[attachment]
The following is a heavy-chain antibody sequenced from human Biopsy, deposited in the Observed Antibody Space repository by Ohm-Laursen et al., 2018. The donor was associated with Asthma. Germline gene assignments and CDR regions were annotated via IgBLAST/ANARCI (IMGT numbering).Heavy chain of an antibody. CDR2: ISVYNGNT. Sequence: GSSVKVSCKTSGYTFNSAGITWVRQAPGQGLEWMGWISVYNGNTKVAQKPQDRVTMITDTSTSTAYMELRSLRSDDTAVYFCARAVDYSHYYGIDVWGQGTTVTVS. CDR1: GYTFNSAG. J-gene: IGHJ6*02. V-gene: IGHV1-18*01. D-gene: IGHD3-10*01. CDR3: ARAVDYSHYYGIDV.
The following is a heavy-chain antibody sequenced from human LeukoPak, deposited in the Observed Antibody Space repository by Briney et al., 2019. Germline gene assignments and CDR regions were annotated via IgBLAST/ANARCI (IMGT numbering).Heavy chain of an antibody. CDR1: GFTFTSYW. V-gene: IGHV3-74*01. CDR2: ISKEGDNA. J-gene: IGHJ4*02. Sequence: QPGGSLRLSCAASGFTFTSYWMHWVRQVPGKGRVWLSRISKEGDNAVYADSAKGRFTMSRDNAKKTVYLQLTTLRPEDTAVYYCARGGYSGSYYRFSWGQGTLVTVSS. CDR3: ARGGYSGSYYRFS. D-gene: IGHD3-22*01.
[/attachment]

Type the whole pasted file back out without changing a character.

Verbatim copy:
The following is a heavy-chain antibody sequenced from human Biopsy, deposited in the Observed Antibody Space repository by Ohm-Laursen et al., 2018. The donor was associated with Asthma. Germline gene assignments and CDR regions were annotated via IgBLAST/ANARCI (IMGT numbering).Heavy chain of an antibody. CDR2: ISVYNGNT. Sequence: GSSVKVSCKTSGYTFNSAGITWVRQAPGQGLEWMGWISVYNGNTKVAQKPQDRVTMITDTSTSTAYMELRSLRSDDTAVYFCARAVDYSHYYGIDVWGQGTTVTVS. CDR1: GYTFNSAG. J-gene: IGHJ6*02. V-gene: IGHV1-18*01. D-gene: IGHD3-10*01. CDR3: ARAVDYSHYYGIDV.
The following is a heavy-chain antibody sequenced from human LeukoPak, deposited in the Observed Antibody Space repository by Briney et al., 2019. Germline gene assignments and CDR regions were annotated via IgBLAST/ANARCI (IMGT numbering).Heavy chain of an antibody. CDR1: GFTFTSYW. V-gene: IGHV3-74*01. CDR2: ISKEGDNA. J-gene: IGHJ4*02. Sequence: QPGGSLRLSCAASGFTFTSYWMHWVRQVPGKGRVWLSRISKEGDNAVYADSAKGRFTMSRDNAKKTVYLQLTTLRPEDTAVYYCARGGYSGSYYRFSWGQGTLVTVSS. CDR3: ARGGYSGSYYRFS. D-gene: IGHD3-22*01.